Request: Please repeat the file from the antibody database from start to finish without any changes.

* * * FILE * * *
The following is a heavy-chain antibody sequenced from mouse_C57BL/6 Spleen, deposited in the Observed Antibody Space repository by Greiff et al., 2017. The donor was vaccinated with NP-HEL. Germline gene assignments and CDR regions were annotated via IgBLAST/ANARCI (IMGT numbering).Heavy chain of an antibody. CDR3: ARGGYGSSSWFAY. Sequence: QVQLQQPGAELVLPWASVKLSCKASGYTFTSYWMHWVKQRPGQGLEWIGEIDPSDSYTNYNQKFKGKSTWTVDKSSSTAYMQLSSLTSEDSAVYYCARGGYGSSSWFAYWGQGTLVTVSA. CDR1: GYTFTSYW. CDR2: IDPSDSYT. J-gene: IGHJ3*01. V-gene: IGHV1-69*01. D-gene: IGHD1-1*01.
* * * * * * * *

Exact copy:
The following is a heavy-chain antibody sequenced from mouse_C57BL/6 Spleen, deposited in the Observed Antibody Space repository by Greiff et al., 2017. The donor was vaccinated with NP-HEL. Germline gene assignments and CDR regions were annotated via IgBLAST/ANARCI (IMGT numbering).Heavy chain of an antibody. CDR3: ARGGYGSSSWFAY. Sequence: QVQLQQPGAELVLPWASVKLSCKASGYTFTSYWMHWVKQRPGQGLEWIGEIDPSDSYTNYNQKFKGKSTWTVDKSSSTAYMQLSSLTSEDSAVYYCARGGYGSSSWFAYWGQGTLVTVSA. CDR1: GYTFTSYW. CDR2: IDPSDSYT. J-gene: IGHJ3*01. V-gene: IGHV1-69*01. D-gene: IGHD1-1*01.